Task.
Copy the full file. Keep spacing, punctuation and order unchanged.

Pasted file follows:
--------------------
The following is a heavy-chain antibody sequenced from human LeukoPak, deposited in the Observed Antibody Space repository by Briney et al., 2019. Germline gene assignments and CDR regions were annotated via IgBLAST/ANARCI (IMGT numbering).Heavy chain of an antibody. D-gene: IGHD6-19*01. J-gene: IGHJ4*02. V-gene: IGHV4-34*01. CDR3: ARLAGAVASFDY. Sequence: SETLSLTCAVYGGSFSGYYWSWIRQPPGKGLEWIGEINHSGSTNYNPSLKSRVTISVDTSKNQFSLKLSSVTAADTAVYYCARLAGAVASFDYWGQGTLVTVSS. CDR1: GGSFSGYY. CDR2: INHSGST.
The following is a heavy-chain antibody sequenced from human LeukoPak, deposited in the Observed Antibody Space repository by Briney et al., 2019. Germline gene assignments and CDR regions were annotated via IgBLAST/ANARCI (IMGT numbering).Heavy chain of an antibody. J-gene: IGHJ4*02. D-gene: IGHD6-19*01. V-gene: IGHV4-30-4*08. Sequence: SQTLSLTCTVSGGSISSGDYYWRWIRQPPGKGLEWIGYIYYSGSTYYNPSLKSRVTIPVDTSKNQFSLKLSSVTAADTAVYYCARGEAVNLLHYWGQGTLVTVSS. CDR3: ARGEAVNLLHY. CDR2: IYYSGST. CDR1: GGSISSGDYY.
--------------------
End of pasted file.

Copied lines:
The following is a heavy-chain antibody sequenced from human LeukoPak, deposited in the Observed Antibody Space repository by Briney et al., 2019. Germline gene assignments and CDR regions were annotated via IgBLAST/ANARCI (IMGT numbering).Heavy chain of an antibody. D-gene: IGHD6-19*01. J-gene: IGHJ4*02. V-gene: IGHV4-34*01. CDR3: ARLAGAVASFDY. Sequence: SETLSLTCAVYGGSFSGYYWSWIRQPPGKGLEWIGEINHSGSTNYNPSLKSRVTISVDTSKNQFSLKLSSVTAADTAVYYCARLAGAVASFDYWGQGTLVTVSS. CDR1: GGSFSGYY. CDR2: INHSGST.
The following is a heavy-chain antibody sequenced from human LeukoPak, deposited in the Observed Antibody Space repository by Briney et al., 2019. Germline gene assignments and CDR regions were annotated via IgBLAST/ANARCI (IMGT numbering).Heavy chain of an antibody. J-gene: IGHJ4*02. D-gene: IGHD6-19*01. V-gene: IGHV4-30-4*08. Sequence: SQTLSLTCTVSGGSISSGDYYWRWIRQPPGKGLEWIGYIYYSGSTYYNPSLKSRVTIPVDTSKNQFSLKLSSVTAADTAVYYCARGEAVNLLHYWGQGTLVTVSS. CDR3: ARGEAVNLLHY. CDR2: IYYSGST. CDR1: GGSISSGDYY.